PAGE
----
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Sam, Accountant
Category: Tax
Satisfied Customers: 14199
Experience:  26 HMRC expertise, PAYE, Self Assessment ,Residency, Rental Income, Capital Gains, CIS ask for Sam Tax
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I am a uk citizen but I will be moving to Los Angeles on an

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I am a uk citizen but I will be moving to Los Angeles on an E1 Visa in December for a year to set up the US office of our company. The plan is for me to be paid by the UK company while I am there so where do I pay income tax ? Do I pay it here in the UK or in the US ?
Hi Thanks for your question How long will you be working and living in the USA - and for that duration, what visits do you think will be likely back to the UK during that time, and will any of these be for work purposes.And what remaining ties will you have in the UK, owned property (If so will this be let out) family, such as partner or children and will the plan be for you to return to take up UK duties in due course? I can then advise the residency position which is what affects where tax is due. ThanksSam
Customer: replied 2 years ago.

Hi Sam,

I am heading out initially for 1 year, however the plan ois to leave this open so that if I wanted to stay on for longer I could do, but 1 year will be the minimum.

I have a house in the UK that I will rent for the duration that I will be away and I have a mortgage on that house. I will be visiting the UK approximately every 2 months, I would expect half of these visits (3 visits) would be for pleasure and the other half would be for work (catch up on product development etc...)

My partner will be moving out with me on the same visa and will be applying for a work permit seperately, we have no children. My parents will still remain in the UK.

It is expected that I will return to the UK company after leaving the US but right now i don't know when that would be.

I hope that is enough information.

Best regards,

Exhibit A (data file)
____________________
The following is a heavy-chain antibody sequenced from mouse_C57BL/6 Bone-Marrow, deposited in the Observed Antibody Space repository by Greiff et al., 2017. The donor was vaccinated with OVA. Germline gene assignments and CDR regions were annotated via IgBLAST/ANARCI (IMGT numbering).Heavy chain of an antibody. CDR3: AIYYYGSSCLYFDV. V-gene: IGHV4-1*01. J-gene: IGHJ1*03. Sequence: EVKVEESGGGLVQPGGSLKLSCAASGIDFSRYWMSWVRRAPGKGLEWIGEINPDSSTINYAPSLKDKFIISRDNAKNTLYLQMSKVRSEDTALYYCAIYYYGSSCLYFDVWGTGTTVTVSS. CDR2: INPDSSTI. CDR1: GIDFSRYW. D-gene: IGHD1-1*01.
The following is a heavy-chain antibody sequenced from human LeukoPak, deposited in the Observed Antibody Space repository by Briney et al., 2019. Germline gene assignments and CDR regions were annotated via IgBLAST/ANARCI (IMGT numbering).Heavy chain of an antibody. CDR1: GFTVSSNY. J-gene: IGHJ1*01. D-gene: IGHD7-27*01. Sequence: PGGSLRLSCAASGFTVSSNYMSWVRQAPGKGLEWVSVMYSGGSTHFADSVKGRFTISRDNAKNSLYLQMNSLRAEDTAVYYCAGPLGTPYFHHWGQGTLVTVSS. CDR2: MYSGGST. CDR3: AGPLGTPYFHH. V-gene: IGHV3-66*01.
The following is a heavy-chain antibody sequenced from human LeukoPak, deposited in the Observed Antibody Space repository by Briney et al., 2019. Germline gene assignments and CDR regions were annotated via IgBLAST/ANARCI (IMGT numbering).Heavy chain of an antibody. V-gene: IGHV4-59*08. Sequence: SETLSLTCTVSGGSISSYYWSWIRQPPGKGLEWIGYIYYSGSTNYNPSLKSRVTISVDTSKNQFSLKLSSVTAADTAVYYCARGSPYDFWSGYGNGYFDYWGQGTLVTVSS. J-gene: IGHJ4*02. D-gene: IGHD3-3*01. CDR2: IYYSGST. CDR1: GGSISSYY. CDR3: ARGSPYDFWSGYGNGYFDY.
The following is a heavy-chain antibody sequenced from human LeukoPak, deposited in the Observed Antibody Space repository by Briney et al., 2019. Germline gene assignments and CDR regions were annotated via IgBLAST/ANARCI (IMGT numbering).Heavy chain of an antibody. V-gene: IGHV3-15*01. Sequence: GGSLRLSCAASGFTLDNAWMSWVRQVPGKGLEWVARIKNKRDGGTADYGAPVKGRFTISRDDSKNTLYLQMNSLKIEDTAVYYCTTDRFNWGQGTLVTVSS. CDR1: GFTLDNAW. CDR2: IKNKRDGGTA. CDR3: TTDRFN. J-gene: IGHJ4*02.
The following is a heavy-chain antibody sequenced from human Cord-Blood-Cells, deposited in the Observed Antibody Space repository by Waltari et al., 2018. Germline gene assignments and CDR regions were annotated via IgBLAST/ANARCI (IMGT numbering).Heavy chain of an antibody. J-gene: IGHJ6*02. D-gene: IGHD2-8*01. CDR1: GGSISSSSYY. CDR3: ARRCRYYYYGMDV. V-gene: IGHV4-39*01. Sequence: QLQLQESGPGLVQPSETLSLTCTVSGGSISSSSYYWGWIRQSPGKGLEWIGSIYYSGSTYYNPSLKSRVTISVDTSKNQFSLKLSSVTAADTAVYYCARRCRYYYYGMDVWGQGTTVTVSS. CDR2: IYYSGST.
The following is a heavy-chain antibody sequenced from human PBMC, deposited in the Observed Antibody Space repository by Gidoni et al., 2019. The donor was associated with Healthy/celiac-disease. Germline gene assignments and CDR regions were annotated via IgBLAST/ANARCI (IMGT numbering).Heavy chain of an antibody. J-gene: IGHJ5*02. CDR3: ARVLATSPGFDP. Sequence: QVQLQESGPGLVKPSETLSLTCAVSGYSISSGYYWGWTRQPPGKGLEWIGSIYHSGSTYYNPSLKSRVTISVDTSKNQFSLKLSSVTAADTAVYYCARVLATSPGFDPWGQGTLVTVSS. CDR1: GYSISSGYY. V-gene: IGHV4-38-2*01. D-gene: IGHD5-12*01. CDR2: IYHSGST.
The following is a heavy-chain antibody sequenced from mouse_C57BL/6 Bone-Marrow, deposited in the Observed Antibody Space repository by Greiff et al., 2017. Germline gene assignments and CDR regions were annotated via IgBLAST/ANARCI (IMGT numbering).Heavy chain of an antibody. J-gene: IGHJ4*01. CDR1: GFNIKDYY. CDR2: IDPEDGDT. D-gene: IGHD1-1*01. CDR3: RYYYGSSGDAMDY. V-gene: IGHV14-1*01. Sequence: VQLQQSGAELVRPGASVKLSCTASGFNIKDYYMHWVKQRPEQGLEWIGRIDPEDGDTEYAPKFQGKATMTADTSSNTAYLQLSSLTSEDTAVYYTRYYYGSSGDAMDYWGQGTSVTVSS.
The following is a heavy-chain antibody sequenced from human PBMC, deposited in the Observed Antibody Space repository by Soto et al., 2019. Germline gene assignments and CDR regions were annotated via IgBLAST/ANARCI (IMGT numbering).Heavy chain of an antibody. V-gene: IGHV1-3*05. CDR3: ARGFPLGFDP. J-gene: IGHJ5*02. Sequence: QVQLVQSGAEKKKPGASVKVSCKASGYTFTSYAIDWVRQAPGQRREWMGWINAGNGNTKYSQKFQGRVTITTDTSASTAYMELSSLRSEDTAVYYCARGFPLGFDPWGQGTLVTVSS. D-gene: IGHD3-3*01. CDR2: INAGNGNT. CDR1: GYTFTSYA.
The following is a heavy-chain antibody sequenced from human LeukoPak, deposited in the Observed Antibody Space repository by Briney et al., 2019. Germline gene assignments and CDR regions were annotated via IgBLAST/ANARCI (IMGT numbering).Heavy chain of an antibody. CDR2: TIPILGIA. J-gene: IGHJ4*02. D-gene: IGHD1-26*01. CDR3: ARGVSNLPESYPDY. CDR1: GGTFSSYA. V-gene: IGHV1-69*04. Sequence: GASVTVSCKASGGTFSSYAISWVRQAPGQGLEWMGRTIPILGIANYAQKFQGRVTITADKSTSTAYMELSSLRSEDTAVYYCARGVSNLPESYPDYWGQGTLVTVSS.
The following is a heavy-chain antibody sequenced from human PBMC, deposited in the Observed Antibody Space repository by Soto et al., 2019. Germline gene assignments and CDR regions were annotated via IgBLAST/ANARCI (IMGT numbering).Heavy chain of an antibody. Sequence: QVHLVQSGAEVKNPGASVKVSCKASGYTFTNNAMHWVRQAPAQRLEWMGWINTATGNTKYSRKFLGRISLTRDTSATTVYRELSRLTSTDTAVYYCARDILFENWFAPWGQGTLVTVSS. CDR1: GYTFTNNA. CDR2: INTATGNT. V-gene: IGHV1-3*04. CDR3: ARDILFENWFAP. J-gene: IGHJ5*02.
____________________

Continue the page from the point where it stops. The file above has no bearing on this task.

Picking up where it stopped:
Hi Thanks for your response and the additional information. Initially then you will be treated as remaining resident in the UK, which means you tax liability will remin in the UK, although I would expect you to file for US taxes whilst living and working there - which allows you to also claim credit for the USA tax suffered. The reason you would remain resident and liable to tax in the UK, is to be treated as NOT resident (and so not liable to UK tax ) you would have to be out of the UK for at LEAST a FULL tax year - so not just Dec 2015 to Dec 2016 - but to cover from Dec 2015 right through to 05/04/2017 (to incorporate the full tax year from 06/04/2016 to 05/04/2017) If you feel this is likely to take place, then HMRC would grant you non residency and furthermore, then advise the Uk employer to allow NT code (NO Tax) on this UK income (national Insurance remains payable for the first 52 weeks) However the fact you will also return to the Uk for work purposes furtehr clouds the issue - as you will remain liable to tax on that element of income, and IF the combined visits are more than 90 days (for work and pleasure) then you will be remaining as liable to tax here anyway. AS the situation is not so clear cut - my advise is that you alert HMRC that you are taking this position abroad, and do this by completing form P85 - link here for this form things are you see them initially to be.This will mean that you pay UK tax as per now, but will at tax year end - fill in a self assessment tax return (which will be needed due to the rental income position) and can then advise1) the amount of days actually arising for visits to the UK and 2) Those contributory for work reasons (meetings or training are NOT counted for work purposes) 3) the income earned an any USA tax suffered - as you will need to register with the IRS Also re the rental income - as you will be anon resident landlord you either need to arrange for the tenants (or managing agent if you plan to have one) to deduct tax from the gross rents to pay over to HMRC OR register for the Non Resident Landlords Scheme Link here regarding this how to apply for the scheme Same applies for your partner - if she spends more than 90 days a year in the UK - or the time abroad is for less than a full tax year - and if the property you will rent out is in joint names. Let me know if I can be of any further assistance. ThanksSam
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